Exposed: Europe’s accounting tricks on energy savings

(EurActiv, 11 Oct 2019) A growing number of EU member states are planning to use accounting tricks, including changes in fuel taxes introduced in the past, to claim “additional” energy savings as part of their EU climate obligations, EURACTIV can reveal.

“In the beginning, there were eight countries notifying taxation measures. Now, we’re looking at eleven,” said Stefan Scheuer, head of the Coalition for Energy Savings, a platform that brings together businesses, local authorities and civil society groups.

“There is definitely a risk,” warned Scheuer, whose platform represents 2,500 cities and towns across Europe, as well as hundreds of companies, cooperatives, environmental groups, and trade associations involved in energy savings.

Accounting tricks under consideration include claiming savings from changes to VAT on fuel introduced in the past, which were not necessarily intended to deliver energy savings in the first place, Scheuer said.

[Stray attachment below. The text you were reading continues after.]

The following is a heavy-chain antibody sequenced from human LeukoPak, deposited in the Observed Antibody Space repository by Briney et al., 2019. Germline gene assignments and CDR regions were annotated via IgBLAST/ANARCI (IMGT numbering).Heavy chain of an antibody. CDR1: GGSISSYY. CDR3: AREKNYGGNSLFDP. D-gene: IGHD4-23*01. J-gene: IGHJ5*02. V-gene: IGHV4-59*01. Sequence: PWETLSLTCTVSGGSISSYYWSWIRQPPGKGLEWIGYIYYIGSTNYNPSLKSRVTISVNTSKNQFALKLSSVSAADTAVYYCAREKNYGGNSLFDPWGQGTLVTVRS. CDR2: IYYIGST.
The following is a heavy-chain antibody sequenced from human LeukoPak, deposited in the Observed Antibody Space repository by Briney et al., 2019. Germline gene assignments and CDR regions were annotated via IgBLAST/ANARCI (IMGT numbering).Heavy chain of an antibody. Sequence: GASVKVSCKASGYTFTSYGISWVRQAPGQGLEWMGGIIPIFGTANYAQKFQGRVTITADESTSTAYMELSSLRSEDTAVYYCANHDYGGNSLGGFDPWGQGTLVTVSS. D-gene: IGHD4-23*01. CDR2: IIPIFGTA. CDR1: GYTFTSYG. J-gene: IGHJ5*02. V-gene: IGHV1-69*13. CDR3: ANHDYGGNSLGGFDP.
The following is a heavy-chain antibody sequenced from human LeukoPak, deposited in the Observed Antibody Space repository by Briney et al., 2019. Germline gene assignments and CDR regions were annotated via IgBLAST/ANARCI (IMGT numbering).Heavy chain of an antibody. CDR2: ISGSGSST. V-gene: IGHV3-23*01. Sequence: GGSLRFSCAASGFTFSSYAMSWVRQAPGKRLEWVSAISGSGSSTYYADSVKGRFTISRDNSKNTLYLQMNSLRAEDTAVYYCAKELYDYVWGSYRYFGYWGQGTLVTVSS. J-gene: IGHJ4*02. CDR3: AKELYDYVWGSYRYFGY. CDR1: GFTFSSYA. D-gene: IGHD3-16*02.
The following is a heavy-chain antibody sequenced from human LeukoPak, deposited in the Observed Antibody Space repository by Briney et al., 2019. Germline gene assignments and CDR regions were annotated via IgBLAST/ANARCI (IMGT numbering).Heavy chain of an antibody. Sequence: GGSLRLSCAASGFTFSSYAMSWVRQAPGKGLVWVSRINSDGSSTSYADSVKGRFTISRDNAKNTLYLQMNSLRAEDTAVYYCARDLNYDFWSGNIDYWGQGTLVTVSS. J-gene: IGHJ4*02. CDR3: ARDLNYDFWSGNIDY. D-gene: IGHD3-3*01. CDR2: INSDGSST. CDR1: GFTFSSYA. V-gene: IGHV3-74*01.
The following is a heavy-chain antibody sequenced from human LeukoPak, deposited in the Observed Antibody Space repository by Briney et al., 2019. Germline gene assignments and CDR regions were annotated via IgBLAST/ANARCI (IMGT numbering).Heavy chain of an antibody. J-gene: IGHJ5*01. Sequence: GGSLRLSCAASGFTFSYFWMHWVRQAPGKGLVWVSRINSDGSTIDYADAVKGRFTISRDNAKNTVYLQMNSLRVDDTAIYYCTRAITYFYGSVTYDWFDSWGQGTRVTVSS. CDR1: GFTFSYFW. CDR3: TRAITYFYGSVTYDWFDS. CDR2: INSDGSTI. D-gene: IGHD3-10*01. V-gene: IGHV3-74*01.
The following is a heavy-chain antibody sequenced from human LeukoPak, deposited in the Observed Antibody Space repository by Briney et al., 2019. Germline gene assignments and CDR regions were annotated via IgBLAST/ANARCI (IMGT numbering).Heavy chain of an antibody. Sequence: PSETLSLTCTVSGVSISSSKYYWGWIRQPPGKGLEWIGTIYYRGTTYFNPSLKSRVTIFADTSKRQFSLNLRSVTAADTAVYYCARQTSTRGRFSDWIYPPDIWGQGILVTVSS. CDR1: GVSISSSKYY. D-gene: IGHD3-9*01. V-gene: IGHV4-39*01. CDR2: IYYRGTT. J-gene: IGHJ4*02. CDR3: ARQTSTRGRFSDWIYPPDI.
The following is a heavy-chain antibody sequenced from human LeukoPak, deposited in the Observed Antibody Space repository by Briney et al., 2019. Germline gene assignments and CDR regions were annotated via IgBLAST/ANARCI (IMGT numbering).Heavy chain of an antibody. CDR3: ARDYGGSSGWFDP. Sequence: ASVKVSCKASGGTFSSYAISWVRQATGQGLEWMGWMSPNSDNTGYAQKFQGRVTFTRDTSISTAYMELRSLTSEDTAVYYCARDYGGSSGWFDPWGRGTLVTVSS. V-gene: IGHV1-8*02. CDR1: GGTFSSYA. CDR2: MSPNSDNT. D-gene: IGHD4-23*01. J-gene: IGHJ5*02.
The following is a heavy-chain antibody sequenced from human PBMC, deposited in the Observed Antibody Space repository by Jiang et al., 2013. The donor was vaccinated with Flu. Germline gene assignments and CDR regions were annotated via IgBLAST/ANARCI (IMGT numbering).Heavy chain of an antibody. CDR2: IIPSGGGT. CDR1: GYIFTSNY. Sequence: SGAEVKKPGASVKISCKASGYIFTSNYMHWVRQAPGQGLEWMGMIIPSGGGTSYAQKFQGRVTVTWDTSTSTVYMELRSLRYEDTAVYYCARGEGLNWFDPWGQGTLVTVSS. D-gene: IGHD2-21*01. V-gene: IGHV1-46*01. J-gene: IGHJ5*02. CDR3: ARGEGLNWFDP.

One of the wrongdoers is the Czech Republic, which is planning to retroactively claim savings from old fuel taxes that went into effect in 2014 as part of its national energy savings obligations. Latvia, Lithuania, and Greece are similarly planning to use retroactive tax changes to claim “additional” energy savings.

The accounting trick is quite simple: It involves comparing estimated energy savings from existing tax measures with the likely savings if taxes were set at the minimum EU level – and credit the difference as “additional” savings, explains Brook Riley, head of EU affairs at Rockwool, an insulation company.

“In practice of course, they’re almost never additional,” Riley says, calling the accounting trick “very disingenuous”.

View the RAP report here 

External link

EurActiv, 11 Oct 2019: Exposed: Europe’s accounting tricks on energy savings